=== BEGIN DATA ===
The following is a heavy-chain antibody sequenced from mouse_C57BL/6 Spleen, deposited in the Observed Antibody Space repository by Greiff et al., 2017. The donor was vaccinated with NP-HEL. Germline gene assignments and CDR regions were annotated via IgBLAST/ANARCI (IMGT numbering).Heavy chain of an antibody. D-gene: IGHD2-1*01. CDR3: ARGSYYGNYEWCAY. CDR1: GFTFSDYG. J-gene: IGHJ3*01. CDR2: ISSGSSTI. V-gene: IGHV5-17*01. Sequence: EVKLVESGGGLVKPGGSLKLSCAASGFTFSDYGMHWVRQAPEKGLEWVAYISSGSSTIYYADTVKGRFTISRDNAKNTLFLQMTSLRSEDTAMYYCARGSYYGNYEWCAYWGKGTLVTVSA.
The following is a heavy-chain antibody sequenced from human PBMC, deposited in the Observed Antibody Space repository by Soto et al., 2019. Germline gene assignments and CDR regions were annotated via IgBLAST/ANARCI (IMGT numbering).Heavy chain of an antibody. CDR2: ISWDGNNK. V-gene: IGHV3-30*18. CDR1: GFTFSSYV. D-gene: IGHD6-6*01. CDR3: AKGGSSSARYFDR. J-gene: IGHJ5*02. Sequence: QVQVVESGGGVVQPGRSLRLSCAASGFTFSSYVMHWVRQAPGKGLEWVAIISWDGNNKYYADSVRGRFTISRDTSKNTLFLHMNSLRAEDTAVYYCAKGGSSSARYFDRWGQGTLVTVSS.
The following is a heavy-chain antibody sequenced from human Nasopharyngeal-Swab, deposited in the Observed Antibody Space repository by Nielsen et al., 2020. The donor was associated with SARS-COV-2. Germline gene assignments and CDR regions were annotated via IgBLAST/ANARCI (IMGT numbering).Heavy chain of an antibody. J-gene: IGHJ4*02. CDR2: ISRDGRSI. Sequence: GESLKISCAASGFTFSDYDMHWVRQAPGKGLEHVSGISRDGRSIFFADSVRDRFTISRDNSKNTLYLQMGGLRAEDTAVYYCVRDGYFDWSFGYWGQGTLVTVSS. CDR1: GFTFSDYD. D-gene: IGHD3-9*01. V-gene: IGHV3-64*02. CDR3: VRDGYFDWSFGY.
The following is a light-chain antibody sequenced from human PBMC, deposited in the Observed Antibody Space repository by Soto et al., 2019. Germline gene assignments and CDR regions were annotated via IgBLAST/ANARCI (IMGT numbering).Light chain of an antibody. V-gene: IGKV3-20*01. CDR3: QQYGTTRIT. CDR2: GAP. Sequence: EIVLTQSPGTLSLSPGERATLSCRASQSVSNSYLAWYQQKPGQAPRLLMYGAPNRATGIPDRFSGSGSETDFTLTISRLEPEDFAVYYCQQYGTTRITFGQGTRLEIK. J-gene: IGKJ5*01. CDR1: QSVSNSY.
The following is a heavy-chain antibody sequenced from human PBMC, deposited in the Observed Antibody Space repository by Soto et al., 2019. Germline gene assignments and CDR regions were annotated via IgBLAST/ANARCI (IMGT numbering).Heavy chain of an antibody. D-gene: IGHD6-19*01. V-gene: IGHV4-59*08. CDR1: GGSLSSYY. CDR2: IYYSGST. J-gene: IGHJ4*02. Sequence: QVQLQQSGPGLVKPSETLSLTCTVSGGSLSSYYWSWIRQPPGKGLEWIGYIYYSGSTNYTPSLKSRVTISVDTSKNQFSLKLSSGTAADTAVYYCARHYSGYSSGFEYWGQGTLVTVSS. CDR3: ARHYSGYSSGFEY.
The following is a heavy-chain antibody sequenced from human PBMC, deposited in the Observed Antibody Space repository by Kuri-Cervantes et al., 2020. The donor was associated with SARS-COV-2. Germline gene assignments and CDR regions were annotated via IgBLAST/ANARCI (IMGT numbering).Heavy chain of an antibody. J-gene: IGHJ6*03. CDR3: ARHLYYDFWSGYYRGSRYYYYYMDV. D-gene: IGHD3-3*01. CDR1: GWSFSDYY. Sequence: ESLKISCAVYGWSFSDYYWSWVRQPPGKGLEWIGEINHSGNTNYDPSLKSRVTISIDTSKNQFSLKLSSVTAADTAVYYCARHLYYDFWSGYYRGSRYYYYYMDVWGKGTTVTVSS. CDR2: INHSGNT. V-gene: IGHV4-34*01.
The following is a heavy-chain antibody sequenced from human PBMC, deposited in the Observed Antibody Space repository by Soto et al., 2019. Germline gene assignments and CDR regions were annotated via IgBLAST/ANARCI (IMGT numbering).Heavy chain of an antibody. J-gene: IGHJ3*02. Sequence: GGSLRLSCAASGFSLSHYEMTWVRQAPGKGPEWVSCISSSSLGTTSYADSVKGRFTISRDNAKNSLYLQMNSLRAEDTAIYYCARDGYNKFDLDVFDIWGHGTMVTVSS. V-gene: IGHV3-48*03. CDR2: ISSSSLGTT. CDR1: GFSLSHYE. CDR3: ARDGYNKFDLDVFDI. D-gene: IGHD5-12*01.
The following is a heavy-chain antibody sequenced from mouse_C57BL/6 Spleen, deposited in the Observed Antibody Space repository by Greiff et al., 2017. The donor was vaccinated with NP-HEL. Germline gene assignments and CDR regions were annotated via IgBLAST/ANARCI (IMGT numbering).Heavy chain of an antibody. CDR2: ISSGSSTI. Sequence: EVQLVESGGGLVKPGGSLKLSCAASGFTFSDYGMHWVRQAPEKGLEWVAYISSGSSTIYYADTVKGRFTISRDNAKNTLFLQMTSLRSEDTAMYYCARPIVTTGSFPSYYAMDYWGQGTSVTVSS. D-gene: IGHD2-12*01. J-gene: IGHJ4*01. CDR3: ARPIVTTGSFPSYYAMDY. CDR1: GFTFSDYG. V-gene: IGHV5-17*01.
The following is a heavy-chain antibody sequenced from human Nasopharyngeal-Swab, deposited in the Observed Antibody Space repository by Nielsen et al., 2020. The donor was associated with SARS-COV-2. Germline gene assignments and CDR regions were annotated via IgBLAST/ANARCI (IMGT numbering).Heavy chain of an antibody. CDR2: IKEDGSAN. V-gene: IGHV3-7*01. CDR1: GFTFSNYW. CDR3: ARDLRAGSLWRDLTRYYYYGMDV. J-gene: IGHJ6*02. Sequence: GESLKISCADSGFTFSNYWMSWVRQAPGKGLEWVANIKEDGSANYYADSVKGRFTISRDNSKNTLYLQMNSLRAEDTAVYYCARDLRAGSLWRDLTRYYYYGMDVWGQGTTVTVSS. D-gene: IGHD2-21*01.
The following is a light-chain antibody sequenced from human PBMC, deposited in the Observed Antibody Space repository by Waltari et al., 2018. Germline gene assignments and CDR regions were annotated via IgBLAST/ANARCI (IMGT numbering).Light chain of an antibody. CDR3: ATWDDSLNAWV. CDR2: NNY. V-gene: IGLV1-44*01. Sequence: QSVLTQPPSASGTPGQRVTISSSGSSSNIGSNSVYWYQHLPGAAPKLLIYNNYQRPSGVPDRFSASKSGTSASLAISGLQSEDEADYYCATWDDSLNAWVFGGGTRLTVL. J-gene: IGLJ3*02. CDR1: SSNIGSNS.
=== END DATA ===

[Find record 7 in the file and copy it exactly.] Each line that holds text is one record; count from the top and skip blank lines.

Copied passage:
The following is a heavy-chain antibody sequenced from human PBMC, deposited in the Observed Antibody Space repository by Soto et al., 2019. Germline gene assignments and CDR regions were annotated via IgBLAST/ANARCI (IMGT numbering).Heavy chain of an antibody. J-gene: IGHJ3*02. Sequence: GGSLRLSCAASGFSLSHYEMTWVRQAPGKGPEWVSCISSSSLGTTSYADSVKGRFTISRDNAKNSLYLQMNSLRAEDTAIYYCARDGYNKFDLDVFDIWGHGTMVTVSS. V-gene: IGHV3-48*03. CDR2: ISSSSLGTT. CDR1: GFSLSHYE. CDR3: ARDGYNKFDLDVFDI. D-gene: IGHD5-12*01.